Thai court ousts 3 Cabinet members found guilty of sedition
BANGKOK (AP) — Three Cabinet ministers in Thailand were forced to leave their posts Wednesday after a court found them guilty of sedition for taking part in sometimes-violent protests in 2013-2014 against the government then in power.
The Criminal Court in Bangkok found Digital Economy Minister Buddhipongse Punnakanta, Education Minister Nataphol Teepsuwan and Deputy Transport Minister Thaworn Senneam guilty along with about two dozen other defendants in a case that was launched in 2018.
Nataphol was among 10 Cabinet member who survived a no-confidence vote on Saturday over their performance in the current government.
The verdicts can be appealed to a higher court but under the law the Cabinet ministers must relinquish their jobs immediately.
Another prominent person convicted Wednesday was Suthep Thaugsuban, a former deputy prime minister who helped found the People’s Democratic Reform Committee, which led the demonstrations against the elected government of then-Prime Minister Yingluck Shinawatra. Instability caused by the street protests led to the Thai army staging a coup in 2014 and keeping power until 2019.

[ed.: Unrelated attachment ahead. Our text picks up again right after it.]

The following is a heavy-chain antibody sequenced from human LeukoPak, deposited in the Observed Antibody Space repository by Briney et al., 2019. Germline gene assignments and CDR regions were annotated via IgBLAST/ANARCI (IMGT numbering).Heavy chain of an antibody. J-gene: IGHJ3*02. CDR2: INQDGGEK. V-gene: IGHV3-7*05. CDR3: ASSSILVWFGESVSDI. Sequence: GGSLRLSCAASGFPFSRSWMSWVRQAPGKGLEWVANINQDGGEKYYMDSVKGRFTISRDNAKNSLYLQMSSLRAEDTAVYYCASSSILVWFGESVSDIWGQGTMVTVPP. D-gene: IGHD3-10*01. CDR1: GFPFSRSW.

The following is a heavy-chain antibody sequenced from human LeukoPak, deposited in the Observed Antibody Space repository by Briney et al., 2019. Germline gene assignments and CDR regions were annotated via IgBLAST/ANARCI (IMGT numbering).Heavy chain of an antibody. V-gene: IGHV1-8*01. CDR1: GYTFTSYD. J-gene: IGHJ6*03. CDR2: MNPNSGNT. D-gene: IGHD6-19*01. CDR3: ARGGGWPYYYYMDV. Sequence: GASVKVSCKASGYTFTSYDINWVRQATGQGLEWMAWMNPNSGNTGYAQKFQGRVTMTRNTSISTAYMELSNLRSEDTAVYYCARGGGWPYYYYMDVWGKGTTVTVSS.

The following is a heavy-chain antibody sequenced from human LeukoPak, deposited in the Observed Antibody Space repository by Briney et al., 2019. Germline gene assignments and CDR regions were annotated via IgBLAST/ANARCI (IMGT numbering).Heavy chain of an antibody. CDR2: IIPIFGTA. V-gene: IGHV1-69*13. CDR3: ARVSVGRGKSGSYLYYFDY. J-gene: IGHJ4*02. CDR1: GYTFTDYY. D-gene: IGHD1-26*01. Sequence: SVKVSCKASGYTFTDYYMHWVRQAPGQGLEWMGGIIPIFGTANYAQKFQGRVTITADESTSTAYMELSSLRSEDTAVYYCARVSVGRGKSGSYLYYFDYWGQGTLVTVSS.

Suthep and the Cabinet ministers each received prison sentences ranging from five to about seven years. Another prominent defendant, Suwit Thongprasert, who was a Buddhist monk known as Buddha Issara during the protests, was sentenced to 4 years and 8 months in prison. All were remanded into custody pending appeals procedures.
“We are prepared. Whatever happens, will happen,” Suthep said outside the court. “But I have to assure you that the protest leaders and those who share our same belief, that we are fighting for our country and our land. We firmly believe in responsibility in our actions and not violating the law.”
The protests marked the tail end of almost a decade of intense political contention in Thailand that began in 2006 after then-Prime Minister Thaksin Shinawatra was ousted by a coup after being accused of corruption and abuse of power. Thaksin is Yingluck’s brother, and they are both currently in exile.
Thaksin’s ouster set off years of sometimes violent conflict between his supporters and opponents, both of which engaged in aggressive street protests against governments led by the other’s faction. The People’s Democratic Reform Committee was in the anti-Thaksin camp, which in an earlier incarnation as the People’s Alliance for Democracy occupied the prime minister’s offices and Bangkok’s international airport for about a week in 2008.
Thaksin’s supporters were known as the Red Shirts, and in 2010 wreaked havoc by occupying part of central Bangkok. Their protest was suppressed by the army in several weeks of violence that took almost 100 lives.
The court in Bangkok on Wednesday dismissed charges of insurrection and terrorism against the defendants, on the ground that they had not used force to hurt anyone.
However, Suthep and 26 other defendants were found guilty on several other lesser charges carrying prison terms as short as four months. The court suspended for two years the sentences of 12 people because they considered them participants rather than leaders of the protests.